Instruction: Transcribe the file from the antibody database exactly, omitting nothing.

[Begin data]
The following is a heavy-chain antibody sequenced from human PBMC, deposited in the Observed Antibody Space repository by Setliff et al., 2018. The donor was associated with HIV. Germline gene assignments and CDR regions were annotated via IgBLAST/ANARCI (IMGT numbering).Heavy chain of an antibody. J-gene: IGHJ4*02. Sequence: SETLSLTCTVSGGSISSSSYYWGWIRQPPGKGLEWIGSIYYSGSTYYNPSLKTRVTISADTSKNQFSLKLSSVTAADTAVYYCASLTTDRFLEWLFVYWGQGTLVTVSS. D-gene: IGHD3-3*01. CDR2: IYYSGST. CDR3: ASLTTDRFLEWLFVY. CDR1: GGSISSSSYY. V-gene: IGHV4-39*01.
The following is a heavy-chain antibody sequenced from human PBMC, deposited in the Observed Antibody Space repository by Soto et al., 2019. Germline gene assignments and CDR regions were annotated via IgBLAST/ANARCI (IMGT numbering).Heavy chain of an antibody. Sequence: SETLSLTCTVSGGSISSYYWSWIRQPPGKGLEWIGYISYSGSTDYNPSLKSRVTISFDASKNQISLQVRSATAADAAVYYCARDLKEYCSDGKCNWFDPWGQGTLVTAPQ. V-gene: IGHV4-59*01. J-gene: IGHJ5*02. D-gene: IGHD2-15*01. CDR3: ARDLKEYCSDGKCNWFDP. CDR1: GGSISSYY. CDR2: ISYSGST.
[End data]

The following is a heavy-chain antibody sequenced from human PBMC, deposited in the Observed Antibody Space repository by Setliff et al., 2018. The donor was associated with HIV. Germline gene assignments and CDR regions were annotated via IgBLAST/ANARCI (IMGT numbering).Heavy chain of an antibody. J-gene: IGHJ4*02. Sequence: SETLSLTCTVSGGSISSSSYYWGWIRQPPGKGLEWIGSIYYSGSTYYNPSLKTRVTISADTSKNQFSLKLSSVTAADTAVYYCASLTTDRFLEWLFVYWGQGTLVTVSS. D-gene: IGHD3-3*01. CDR2: IYYSGST. CDR3: ASLTTDRFLEWLFVY. CDR1: GGSISSSSYY. V-gene: IGHV4-39*01.
The following is a heavy-chain antibody sequenced from human PBMC, deposited in the Observed Antibody Space repository by Soto et al., 2019. Germline gene assignments and CDR regions were annotated via IgBLAST/ANARCI (IMGT numbering).Heavy chain of an antibody. Sequence: SETLSLTCTVSGGSISSYYWSWIRQPPGKGLEWIGYISYSGSTDYNPSLKSRVTISFDASKNQISLQVRSATAADAAVYYCARDLKEYCSDGKCNWFDPWGQGTLVTAPQ. V-gene: IGHV4-59*01. J-gene: IGHJ5*02. D-gene: IGHD2-15*01. CDR3: ARDLKEYCSDGKCNWFDP. CDR1: GGSISSYY. CDR2: ISYSGST.